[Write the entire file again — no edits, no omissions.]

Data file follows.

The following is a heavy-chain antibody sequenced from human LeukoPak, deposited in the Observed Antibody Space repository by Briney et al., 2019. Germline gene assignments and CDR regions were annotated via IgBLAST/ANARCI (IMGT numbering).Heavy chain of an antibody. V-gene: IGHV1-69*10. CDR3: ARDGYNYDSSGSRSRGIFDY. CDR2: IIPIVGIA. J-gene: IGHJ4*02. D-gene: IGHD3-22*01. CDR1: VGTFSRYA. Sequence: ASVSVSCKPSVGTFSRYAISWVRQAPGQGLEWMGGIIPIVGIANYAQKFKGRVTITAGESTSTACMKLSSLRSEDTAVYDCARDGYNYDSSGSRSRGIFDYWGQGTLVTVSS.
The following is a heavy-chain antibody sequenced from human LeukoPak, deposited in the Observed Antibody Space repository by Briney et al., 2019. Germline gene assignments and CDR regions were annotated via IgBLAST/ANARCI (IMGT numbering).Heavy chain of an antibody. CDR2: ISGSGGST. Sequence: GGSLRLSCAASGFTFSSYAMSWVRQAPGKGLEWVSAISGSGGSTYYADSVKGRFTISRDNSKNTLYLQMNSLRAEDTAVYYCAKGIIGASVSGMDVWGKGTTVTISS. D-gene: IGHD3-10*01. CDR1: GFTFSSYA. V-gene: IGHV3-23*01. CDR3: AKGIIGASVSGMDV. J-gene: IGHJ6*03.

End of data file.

The following is a heavy-chain antibody sequenced from human LeukoPak, deposited in the Observed Antibody Space repository by Briney et al., 2019. Germline gene assignments and CDR regions were annotated via IgBLAST/ANARCI (IMGT numbering).Heavy chain of an antibody. V-gene: IGHV1-69*10. CDR3: ARDGYNYDSSGSRSRGIFDY. CDR2: IIPIVGIA. J-gene: IGHJ4*02. D-gene: IGHD3-22*01. CDR1: VGTFSRYA. Sequence: ASVSVSCKPSVGTFSRYAISWVRQAPGQGLEWMGGIIPIVGIANYAQKFKGRVTITAGESTSTACMKLSSLRSEDTAVYDCARDGYNYDSSGSRSRGIFDYWGQGTLVTVSS.
The following is a heavy-chain antibody sequenced from human LeukoPak, deposited in the Observed Antibody Space repository by Briney et al., 2019. Germline gene assignments and CDR regions were annotated via IgBLAST/ANARCI (IMGT numbering).Heavy chain of an antibody. CDR2: ISGSGGST. Sequence: GGSLRLSCAASGFTFSSYAMSWVRQAPGKGLEWVSAISGSGGSTYYADSVKGRFTISRDNSKNTLYLQMNSLRAEDTAVYYCAKGIIGASVSGMDVWGKGTTVTISS. D-gene: IGHD3-10*01. CDR1: GFTFSSYA. V-gene: IGHV3-23*01. CDR3: AKGIIGASVSGMDV. J-gene: IGHJ6*03.